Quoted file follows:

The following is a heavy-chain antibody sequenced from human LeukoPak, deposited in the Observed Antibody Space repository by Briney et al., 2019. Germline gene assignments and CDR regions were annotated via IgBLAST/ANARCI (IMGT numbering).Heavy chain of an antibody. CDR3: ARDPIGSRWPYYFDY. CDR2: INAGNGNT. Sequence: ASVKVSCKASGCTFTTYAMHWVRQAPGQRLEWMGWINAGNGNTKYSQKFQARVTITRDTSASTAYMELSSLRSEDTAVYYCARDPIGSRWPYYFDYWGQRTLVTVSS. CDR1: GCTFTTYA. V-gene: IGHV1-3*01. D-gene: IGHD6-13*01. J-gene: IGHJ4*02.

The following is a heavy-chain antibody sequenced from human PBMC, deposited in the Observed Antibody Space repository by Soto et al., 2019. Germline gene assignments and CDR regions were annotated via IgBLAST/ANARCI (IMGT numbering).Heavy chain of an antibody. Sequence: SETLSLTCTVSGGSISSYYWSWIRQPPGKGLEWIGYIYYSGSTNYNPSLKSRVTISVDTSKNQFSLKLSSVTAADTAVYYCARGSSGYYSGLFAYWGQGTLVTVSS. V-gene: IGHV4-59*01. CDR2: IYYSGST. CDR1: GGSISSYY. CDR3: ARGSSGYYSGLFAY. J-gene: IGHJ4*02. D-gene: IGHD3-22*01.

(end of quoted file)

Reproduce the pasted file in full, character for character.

The following is a heavy-chain antibody sequenced from human LeukoPak, deposited in the Observed Antibody Space repository by Briney et al., 2019. Germline gene assignments and CDR regions were annotated via IgBLAST/ANARCI (IMGT numbering).Heavy chain of an antibody. CDR3: ARDPIGSRWPYYFDY. CDR2: INAGNGNT. Sequence: ASVKVSCKASGCTFTTYAMHWVRQAPGQRLEWMGWINAGNGNTKYSQKFQARVTITRDTSASTAYMELSSLRSEDTAVYYCARDPIGSRWPYYFDYWGQRTLVTVSS. CDR1: GCTFTTYA. V-gene: IGHV1-3*01. D-gene: IGHD6-13*01. J-gene: IGHJ4*02.

The following is a heavy-chain antibody sequenced from human PBMC, deposited in the Observed Antibody Space repository by Soto et al., 2019. Germline gene assignments and CDR regions were annotated via IgBLAST/ANARCI (IMGT numbering).Heavy chain of an antibody. Sequence: SETLSLTCTVSGGSISSYYWSWIRQPPGKGLEWIGYIYYSGSTNYNPSLKSRVTISVDTSKNQFSLKLSSVTAADTAVYYCARGSSGYYSGLFAYWGQGTLVTVSS. V-gene: IGHV4-59*01. CDR2: IYYSGST. CDR1: GGSISSYY. CDR3: ARGSSGYYSGLFAY. J-gene: IGHJ4*02. D-gene: IGHD3-22*01.